When we start taking steps to rethink and redesign our organisation let’s engage people in co-creating their environments to set up the conditions for positive change from the start. It is an excellent way to get ownership and people tend to be more ok with things when they have been included in the decision-making process. The process outlined in Sociocracy, for example, is a great start.

Granted, we must take a Theory Y view of people and their capabilities so I guess that is going out on a limb for some. I dare you to take that step and hold the tension – you will be surprised to see what people are capable of when given the chance if you choose to see the world through a different lens. There is a real leadership challenge here for the daring one. Holding the tension when shifting your organisation or business unit from the claws of the Theory X mindset to one designed from a Theory Y perspective will certainly test your leadership capability.

managerial leadership part 1

Management AND Leadership

“Management is doing things right; leadership is doing the right things.”
Peter F. Drucker, Essential Drucker: Management, the Individual and Society

“It has been fashionable to distinguish leaders from managers…Frankly, I don’t understand what this distinction means in the everyday life of organizations. Sure, we can separate leading and managing conceptually. But can we separate them in practice? Or, more to the point, should we even try?”

Henry Mintzberg, Managing

I am strong advocate of the concept of Managerial Leadership. It is a concept that was introduced to me based on the work of Elliot Jaques and Ian Macdonald. In my view it completely kills the notion that management and leadership should be separated in practice.

The nonsense debate of “are you a manager, or are you a leader” that pops its head up every so often is not helping as it usually hails the leader as some saint like individual with an awe inspiring vision of a future happy place at the end of a rainbow and the manager as some dreadful task master that just commands people around requiring them to follow the rulebook.

Yes they are two different concepts so Drucker might be correct in his view, however, Mintzberg’s point is more important as all managerial roles carry direct leadership accountability with regard to subordinates. A former colleague of mine Rod Barnett put it well when he in a recent LinkedIn discussion about management vs. leadership succinctly said – people deserve better.

I think Rod is absolutely correct – people do deserve better and no wonder there is a growing movement to fundamentally transform organisations and the way they are managed.

Having said that, taking a systems view of the situation – I do wonder how much of the prevailing way of managing is due to pressures from speculative shareholders demanding increased share prices quarter after quarter.  Since most of us are investors at least through superannuation, are we partly to blame?

The continual growth paradigm is in my view partly to “blame” for this situation.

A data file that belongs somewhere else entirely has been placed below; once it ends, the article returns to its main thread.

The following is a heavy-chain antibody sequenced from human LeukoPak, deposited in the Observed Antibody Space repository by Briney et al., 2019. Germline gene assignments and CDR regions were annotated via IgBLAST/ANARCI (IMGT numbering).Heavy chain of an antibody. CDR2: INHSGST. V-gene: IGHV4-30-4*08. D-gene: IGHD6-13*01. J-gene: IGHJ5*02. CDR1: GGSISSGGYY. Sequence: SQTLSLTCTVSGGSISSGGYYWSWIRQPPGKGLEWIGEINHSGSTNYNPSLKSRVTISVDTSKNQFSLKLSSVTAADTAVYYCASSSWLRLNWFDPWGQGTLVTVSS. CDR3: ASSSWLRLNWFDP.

Especially since that view drives boards and Chief Executives to make short-term initiatives the priority, often at the cost of long-term sustainability.

I am not pursing some crazy left wing tree hugging agenda here, nothing wrong investing in a company and getting a fair return on the investment through dividends or other mechanisms. What I do question is the overall societal benefits of short-term speculation since it does not add direct value to companies and seems to drive all the wrong behaviours.

Many of the advocates for change are referencing W. Edwards Deming and his 14 points and 7 deadly diseases as someone we could look to for advice.

I am big fan of Dr Deming’s work so I can only agree. What I have found though is that some help might be useful to put his ideas into practice and becoming a good leader. Deming’s System of Profound Knowledge (SoPK) comprises four parts:

  • Appreciation of a system
  • Knowledge of variation
  • Theory of knowledge
  • Knowledge of psychology

This leadership framework will help translate these four parts (amongst other things). More importantly this framework does not ask if you are a manager or leader? It asks:  You are a Manager, will you be a good or bad leader?

As a side note to SoPK it is worth nothing that understanding variation is of no use when dealing with issues that are in the complex domain, but we will get to that in a later post.

In my next post I will discuss a general-purpose definition of managerial roles and how they add value in a managerial accountability structure.


Dynamic Governance Summary

The link provides an overview of the consent decision making process used in sociocracy – a different way of thinking about organisational governance, leadership, and structure. It is a fascinating concept and one that I am excited to learn more about. The fact that it is based on cybernetic principles makes all the time spent getting my head around Beer’s work on the Viable System Model even more well spent.